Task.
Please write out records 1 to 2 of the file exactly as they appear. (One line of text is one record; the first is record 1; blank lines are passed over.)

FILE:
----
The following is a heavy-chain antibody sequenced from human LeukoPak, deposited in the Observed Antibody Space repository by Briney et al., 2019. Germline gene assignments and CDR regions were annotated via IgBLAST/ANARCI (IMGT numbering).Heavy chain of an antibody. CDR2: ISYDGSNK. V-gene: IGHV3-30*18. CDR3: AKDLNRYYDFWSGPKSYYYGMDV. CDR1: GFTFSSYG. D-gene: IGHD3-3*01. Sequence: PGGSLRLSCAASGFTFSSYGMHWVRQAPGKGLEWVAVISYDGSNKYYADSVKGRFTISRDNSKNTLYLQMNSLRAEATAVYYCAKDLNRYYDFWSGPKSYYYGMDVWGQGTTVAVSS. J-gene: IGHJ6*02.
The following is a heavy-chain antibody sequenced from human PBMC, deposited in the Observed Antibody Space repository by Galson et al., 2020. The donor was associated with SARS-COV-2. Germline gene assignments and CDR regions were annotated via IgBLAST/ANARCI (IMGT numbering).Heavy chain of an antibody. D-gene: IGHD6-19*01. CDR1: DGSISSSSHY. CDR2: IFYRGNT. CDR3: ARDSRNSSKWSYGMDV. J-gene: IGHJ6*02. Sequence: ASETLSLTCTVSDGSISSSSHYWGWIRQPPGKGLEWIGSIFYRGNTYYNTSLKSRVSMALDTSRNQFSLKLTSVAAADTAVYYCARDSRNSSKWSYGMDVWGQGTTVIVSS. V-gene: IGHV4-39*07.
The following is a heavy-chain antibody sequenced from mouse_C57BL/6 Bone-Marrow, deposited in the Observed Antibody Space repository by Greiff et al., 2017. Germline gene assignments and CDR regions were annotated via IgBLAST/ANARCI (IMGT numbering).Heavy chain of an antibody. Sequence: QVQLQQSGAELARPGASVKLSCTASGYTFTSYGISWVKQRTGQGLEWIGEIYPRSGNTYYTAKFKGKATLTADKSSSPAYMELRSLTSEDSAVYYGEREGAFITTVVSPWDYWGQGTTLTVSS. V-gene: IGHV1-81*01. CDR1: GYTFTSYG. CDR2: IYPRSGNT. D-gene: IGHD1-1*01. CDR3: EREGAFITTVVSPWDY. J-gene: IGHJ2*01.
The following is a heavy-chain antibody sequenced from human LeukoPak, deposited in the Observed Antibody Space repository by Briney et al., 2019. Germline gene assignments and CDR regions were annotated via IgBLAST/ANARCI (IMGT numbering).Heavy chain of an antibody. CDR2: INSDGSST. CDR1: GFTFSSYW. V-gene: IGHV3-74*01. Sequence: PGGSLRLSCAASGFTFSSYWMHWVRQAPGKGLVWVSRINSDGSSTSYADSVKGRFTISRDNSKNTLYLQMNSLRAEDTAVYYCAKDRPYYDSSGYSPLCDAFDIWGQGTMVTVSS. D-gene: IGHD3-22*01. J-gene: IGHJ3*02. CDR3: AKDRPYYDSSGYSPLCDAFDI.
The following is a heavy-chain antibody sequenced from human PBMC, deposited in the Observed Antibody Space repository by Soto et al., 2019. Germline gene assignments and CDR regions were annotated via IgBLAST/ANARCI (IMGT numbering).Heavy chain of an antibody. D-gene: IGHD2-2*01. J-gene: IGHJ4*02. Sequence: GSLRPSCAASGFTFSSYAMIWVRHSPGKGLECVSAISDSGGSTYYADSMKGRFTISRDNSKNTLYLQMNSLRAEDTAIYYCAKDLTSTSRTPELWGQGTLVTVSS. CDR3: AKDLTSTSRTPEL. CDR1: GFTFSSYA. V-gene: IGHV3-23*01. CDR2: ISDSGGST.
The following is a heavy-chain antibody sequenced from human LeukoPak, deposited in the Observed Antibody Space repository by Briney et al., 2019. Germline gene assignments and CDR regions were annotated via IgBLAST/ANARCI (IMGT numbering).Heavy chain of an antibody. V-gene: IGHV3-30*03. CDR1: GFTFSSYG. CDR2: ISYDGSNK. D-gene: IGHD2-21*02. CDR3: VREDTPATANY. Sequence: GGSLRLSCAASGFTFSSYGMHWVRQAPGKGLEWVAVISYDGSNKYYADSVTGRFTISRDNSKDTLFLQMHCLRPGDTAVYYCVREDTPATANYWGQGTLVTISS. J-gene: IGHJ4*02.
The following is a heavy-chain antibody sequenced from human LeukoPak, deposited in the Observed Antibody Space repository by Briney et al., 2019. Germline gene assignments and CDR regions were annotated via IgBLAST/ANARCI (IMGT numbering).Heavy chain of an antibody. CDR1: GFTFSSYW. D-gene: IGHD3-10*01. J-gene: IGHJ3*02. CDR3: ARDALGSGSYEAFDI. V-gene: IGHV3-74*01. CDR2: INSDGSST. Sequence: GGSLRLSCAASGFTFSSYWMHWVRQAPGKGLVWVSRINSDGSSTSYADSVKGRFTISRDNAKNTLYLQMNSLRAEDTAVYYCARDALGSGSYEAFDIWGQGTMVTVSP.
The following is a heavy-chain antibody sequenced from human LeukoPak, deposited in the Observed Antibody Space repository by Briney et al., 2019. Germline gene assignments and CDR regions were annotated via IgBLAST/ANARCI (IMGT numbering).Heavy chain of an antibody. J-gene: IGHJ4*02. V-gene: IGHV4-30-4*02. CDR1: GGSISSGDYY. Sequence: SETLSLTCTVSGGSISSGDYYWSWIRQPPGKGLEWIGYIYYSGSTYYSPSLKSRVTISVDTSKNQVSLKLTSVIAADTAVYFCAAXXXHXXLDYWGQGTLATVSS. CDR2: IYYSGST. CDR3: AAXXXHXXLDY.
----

The following is a heavy-chain antibody sequenced from human LeukoPak, deposited in the Observed Antibody Space repository by Briney et al., 2019. Germline gene assignments and CDR regions were annotated via IgBLAST/ANARCI (IMGT numbering).Heavy chain of an antibody. CDR2: ISYDGSNK. V-gene: IGHV3-30*18. CDR3: AKDLNRYYDFWSGPKSYYYGMDV. CDR1: GFTFSSYG. D-gene: IGHD3-3*01. Sequence: PGGSLRLSCAASGFTFSSYGMHWVRQAPGKGLEWVAVISYDGSNKYYADSVKGRFTISRDNSKNTLYLQMNSLRAEATAVYYCAKDLNRYYDFWSGPKSYYYGMDVWGQGTTVAVSS. J-gene: IGHJ6*02.
The following is a heavy-chain antibody sequenced from human PBMC, deposited in the Observed Antibody Space repository by Galson et al., 2020. The donor was associated with SARS-COV-2. Germline gene assignments and CDR regions were annotated via IgBLAST/ANARCI (IMGT numbering).Heavy chain of an antibody. D-gene: IGHD6-19*01. CDR1: DGSISSSSHY. CDR2: IFYRGNT. CDR3: ARDSRNSSKWSYGMDV. J-gene: IGHJ6*02. Sequence: ASETLSLTCTVSDGSISSSSHYWGWIRQPPGKGLEWIGSIFYRGNTYYNTSLKSRVSMALDTSRNQFSLKLTSVAAADTAVYYCARDSRNSSKWSYGMDVWGQGTTVIVSS. V-gene: IGHV4-39*07.